'It scares me to my core': Women explain how Trump's election galvanized them into action
Women's March on Washington (Photo by Sarah Burris / RawStory.com)

In the early hours of Friday morning as Donald Trump’s supporters were lining up to watch their candidate take the oath of office, a bus was leaving Kansas City. The seats were filled with women who were happily riding more than 24 hours to make it to the Women’s March on Washington.

Historian Olivia Warford-Grow got off one of more than a thousand buses at RFK Stadium under misty skies on Saturday.

"I worry the federal government will take away the IDEA Act and make my daughter's education cripplingly expensive because she is profoundly dyslexic," Warford-Grow told Raw Story via email. "Our family has had to pay for three years of private school just so she can go back to public school, but she still needs accommodation per the IDEA Act. We live in Kansas where the Brownback administration would happily defund special education."

After watching Trump's nominee for Secretary of Education, Betsy DeVos, testify before the Senate this week, Warford-Grow said, "It scares me to my core."

For Susan McCool of Abilene, Texas, Election Day was a breaking point. The “almost 60”-year-old is one of very few Democrats in what she calls the “armpit of Texas.” She told Raw Story by phone that her county was one of the top areas of the country that supported Trump.

Until this weekend, the most "activist" thing McCool had ever done was wear something special to a PTA meeting in protest of book bans -- and once she proudly proclaimed at a Bunko meet-up that she was still a Democrat.

Raising two boys as a single mother left her little time and energy for activism, she said. Now, as a grandmother of an 11-year-old girl, she believes that speaking out is essential.

"I'll be damned if my granddaughter has to go through any of that," McCool said recalling what life was like when teachers couldn't work if they were pregnant and women couldn't serve in the church.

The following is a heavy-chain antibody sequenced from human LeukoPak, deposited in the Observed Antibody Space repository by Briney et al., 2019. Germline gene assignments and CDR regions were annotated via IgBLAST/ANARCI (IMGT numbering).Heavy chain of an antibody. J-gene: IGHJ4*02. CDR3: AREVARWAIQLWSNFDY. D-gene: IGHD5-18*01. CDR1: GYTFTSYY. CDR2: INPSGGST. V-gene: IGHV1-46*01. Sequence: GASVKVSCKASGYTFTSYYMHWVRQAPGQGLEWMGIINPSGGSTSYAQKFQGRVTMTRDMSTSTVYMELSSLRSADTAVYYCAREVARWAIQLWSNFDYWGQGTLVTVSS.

“I used Planned Parenthood then,” she said about the years she spent as a single mom. She had a hysterectomy but still wanted to make sure she was getting her annual exams. “I didn’t have the money nor could I take off, and they were open on Saturdays. So, if you did that, it was based on your income and I had a decent income, but I had two kids. So, I would volunteer back and work in there to pay for my annual exams.”

She went on to explain that she wishes people understood that there is more to Planned Parenthood than abortions.

McCool isn’t “some Bible thumper” but she is Catholic. She’s vacillated between her support for both Republicans and Democrats over the years.

When she participated in events last week in observance of Dr. Martin Luther King, Jr. Day, McCool said she watched the people of color in her town bow their heads in prayer for an incoming president that they don’t support. She found herself shocked by their forgiveness.

“Especially, the way they’re kicked around, and arrested, and abused, and looked down on,” she said of those in her community. “They’re still optimistic. They’re still praying for him? Really?"

She confessed that she’s not to a place yet where she can perform such an "awesome" act of forgiveness.

“I haven’t found it in my heart … I haven’t been able to pray for Trump yet,” she said. “I don’t think I can…. I don’t have it in me.”

Leslie Libey of Spokane, Washington took the election hard. She told Raw Story over the phone that she was both blindsided and devastated. The tipping point for her was her fear surrounding the Supreme Court and what she called oppressive laws that could be decided as a result of a conservative court.

Libey said that she has never been politically active, but after Michael Brown was shot and killed by a police officer in Ferguson, Missouri, she woke up.

She said he worries about raising her boys in a culture that not only accepts violence against others but now, she believes, promotes it.

“We can tell our kids all day long that bullying isn’t OK," she said, "but they’re seeing all around them that it’s acceptable behavior.”

Libey said that she's been lucky enough to live a life with advantages that mean “the direct impact on me" of Trump's policies "is likely minimal.”

Nonetheless, she fears deeply for America's immigrants, Muslims, all people of color and the LGBT community.

“What a lot of people are waking up to right now is something that marginalized groups have been dealing with for decades,” Libey said. “But I think it’s very clear to the American public now what kind of country they live in. We don’t live in this post-racial society that we thought we did. I think more people, white people in particular, are realizing that struggle.”

Libey worries about what will happen if she “has an unwanted pregnancy and Roe v. Wade is overturned.” While her family is financially stable and she and her spouse have good jobs and health care, a third child is an undertaking.

It isn’t just reproductive freedom that concerns her, however, it’s the treatment of women in general that has gone beyond the election into the White House.

“I feel like we’re not just being told that we’re not valued," she said.

You can watch a full video of other first time marchers below: